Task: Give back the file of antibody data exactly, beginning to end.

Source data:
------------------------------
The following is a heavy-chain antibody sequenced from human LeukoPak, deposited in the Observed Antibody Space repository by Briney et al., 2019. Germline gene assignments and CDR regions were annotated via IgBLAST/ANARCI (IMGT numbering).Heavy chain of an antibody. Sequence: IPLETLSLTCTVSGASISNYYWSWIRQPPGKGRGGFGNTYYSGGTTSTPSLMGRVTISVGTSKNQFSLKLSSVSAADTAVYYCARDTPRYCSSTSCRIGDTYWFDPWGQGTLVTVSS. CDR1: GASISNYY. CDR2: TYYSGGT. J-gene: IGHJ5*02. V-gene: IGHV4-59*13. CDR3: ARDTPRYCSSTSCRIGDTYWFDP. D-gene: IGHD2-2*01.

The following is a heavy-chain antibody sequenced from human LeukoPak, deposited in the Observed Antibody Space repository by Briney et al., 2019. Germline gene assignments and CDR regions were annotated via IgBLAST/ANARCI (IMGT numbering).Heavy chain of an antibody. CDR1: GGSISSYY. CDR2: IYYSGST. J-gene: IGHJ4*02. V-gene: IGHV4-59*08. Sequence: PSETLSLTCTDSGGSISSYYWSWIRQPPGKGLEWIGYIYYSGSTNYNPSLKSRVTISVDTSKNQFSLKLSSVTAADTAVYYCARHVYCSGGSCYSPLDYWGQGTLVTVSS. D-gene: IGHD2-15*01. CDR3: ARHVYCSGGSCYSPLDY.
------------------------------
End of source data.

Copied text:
The following is a heavy-chain antibody sequenced from human LeukoPak, deposited in the Observed Antibody Space repository by Briney et al., 2019. Germline gene assignments and CDR regions were annotated via IgBLAST/ANARCI (IMGT numbering).Heavy chain of an antibody. Sequence: IPLETLSLTCTVSGASISNYYWSWIRQPPGKGRGGFGNTYYSGGTTSTPSLMGRVTISVGTSKNQFSLKLSSVSAADTAVYYCARDTPRYCSSTSCRIGDTYWFDPWGQGTLVTVSS. CDR1: GASISNYY. CDR2: TYYSGGT. J-gene: IGHJ5*02. V-gene: IGHV4-59*13. CDR3: ARDTPRYCSSTSCRIGDTYWFDP. D-gene: IGHD2-2*01.

The following is a heavy-chain antibody sequenced from human LeukoPak, deposited in the Observed Antibody Space repository by Briney et al., 2019. Germline gene assignments and CDR regions were annotated via IgBLAST/ANARCI (IMGT numbering).Heavy chain of an antibody. CDR1: GGSISSYY. CDR2: IYYSGST. J-gene: IGHJ4*02. V-gene: IGHV4-59*08. Sequence: PSETLSLTCTDSGGSISSYYWSWIRQPPGKGLEWIGYIYYSGSTNYNPSLKSRVTISVDTSKNQFSLKLSSVTAADTAVYYCARHVYCSGGSCYSPLDYWGQGTLVTVSS. D-gene: IGHD2-15*01. CDR3: ARHVYCSGGSCYSPLDY.